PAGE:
Landscape Designer Career Info
Landscape designers often work in small-scale or residential environments to produce a pleasing landscape that meets a client's aesthetic and functional needs. Landscape designers typically choose specific plants and water features for a project, which requires an understanding of soil, plant science, pest control and drainage. They might oversee or be directly involved with the installation and maintenance of their projects. This job might appeal to those who can work well both outdoors and with individual clients.
In contrast to landscape architecture, which emphasizes construction practices and requires state licensure, landscape design emphasizes horticultural knowledge, and there are no state-specific requirements for entering the profession. However, most landscape designers need some formal training in drawing, design principles and horticulture.
|Degree Level||Associate's or bachelor's degree|
|Degree Field||Landscape design, landscape horticulture, landscape architecture|
|Experience||0-3 years of experience typically required for entry to mid-level jobs|
|Certification||Voluntary certifications available|
|Key Skills||Strong attention to detail, creativity, visualization skills, communication skills, physical stamina, leadership skills, and knowledge of architectural drawing specifications|
|Salary||$42,831 per year (2016 median salary for all landscape designers)|
Sources: TheLandLovers.org, Michigan Civil Service Commission (Michigan.gov), Online Job Postings (July 2015), Payscale.com (2016)
Now let's go over the steps needed to get started in this profession.
Earn a Degree
The first step is to earn a degree. Undergraduate programs in landscape design, horticulture, or related fields prepare students through classes in drawing, horticulture, planting design, construction principles, and landscape maintenance. Students are required to complete multiple hands-on projects, and some programs have opportunities for full-time internships. Students may also take courses in business management, bidding, estimation, and contracts.
Students who gain skills in using design software, such as AutoCAD, may increase their chances of finding jobs and advancing their careers. Other computer skills, such as using Microsoft Excel, Adobe Photoshop or other business management and design programs may also prove useful.
Gain Practical Experience
Some schools offering bachelor's programs partner with private companies and government agencies to give students the opportunity to develop practical skills in horticulture. Students can also take advantage of part-time work in grounds maintenance to expedite gaining a landscape design job. The U.S. Bureau of Labors Statistics states that short on-the-job training is offered for grounds maintenance workers, making it more possible for students to complete training while working towards a landscape design degree. As a grounds maintenance worker, students can gain skills in lawn care, planting, watering, and fertilizing.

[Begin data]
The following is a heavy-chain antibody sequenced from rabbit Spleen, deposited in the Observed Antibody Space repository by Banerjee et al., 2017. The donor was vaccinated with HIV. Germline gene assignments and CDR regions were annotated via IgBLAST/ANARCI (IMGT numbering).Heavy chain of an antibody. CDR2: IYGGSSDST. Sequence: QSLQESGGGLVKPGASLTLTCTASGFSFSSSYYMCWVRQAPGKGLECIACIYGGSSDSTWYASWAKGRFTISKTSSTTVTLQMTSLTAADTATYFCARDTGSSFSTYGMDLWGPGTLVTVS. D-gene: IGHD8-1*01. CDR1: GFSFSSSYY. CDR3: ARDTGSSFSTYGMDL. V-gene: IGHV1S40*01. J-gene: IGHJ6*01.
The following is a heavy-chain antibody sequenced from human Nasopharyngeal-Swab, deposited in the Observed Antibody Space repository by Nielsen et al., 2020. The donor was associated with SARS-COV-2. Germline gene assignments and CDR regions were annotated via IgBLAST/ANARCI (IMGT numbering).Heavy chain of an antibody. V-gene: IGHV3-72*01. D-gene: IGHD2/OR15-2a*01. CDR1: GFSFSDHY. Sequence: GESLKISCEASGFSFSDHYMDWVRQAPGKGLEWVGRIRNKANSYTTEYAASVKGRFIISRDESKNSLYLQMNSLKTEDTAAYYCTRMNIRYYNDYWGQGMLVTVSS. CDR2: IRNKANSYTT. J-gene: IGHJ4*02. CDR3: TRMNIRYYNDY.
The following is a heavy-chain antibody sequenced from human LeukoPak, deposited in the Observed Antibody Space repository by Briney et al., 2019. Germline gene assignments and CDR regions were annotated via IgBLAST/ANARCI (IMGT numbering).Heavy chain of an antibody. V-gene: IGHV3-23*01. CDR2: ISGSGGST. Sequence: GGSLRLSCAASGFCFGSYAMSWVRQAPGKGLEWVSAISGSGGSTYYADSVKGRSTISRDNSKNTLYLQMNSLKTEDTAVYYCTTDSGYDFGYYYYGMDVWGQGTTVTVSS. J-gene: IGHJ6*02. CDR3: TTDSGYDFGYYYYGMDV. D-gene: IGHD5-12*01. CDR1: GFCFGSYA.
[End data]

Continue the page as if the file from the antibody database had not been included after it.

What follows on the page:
Next, graduates should network to successfully land a landscape designer job. They can capitalize on internships or groundskeeper work done while in school to secure full-time employment. In addition, becoming a student member of organizations, such as the Association of Professional Landscape Designers (APLD) and the Ecological Landscaping Association (ELA), offers the opportunity to network with design professionals by attending events and conferences. These organizations also offer professional memberships that provide resources, such as continuing education opportunities, information on drafting contracts and proposals, and discounts on marketing materials and industry publications. Each organization's online resource also gives designers the chance to view portfolios and access blogs of other designers.
As one's career advances, there may be job possibilities that require the ability to supervise teams of other designers. Looking for opportunities to work on a team project and taking leadership roles when available may help a designer qualify for jobs with more responsibility.
Certification from the APLD can lend additional credibility to a landscape design professional. Requirements include providing evidence of adequate education totaling at least one year of full-time study and presenting a portfolio of three designs that have been installed for at least two growing seasons and meet minimum size and scope requirements. References from clients are also required. To maintain certification with the APLD, professionals need to submit evidence of completing 30 credits of approved continuing education coursework every three years.
Once again, aspiring landscape designers can earn an associate's or bachelor's degree, gain first-hand experience as groundskeepers, build a portfolio, and earn certification in order to get a foothold in the career.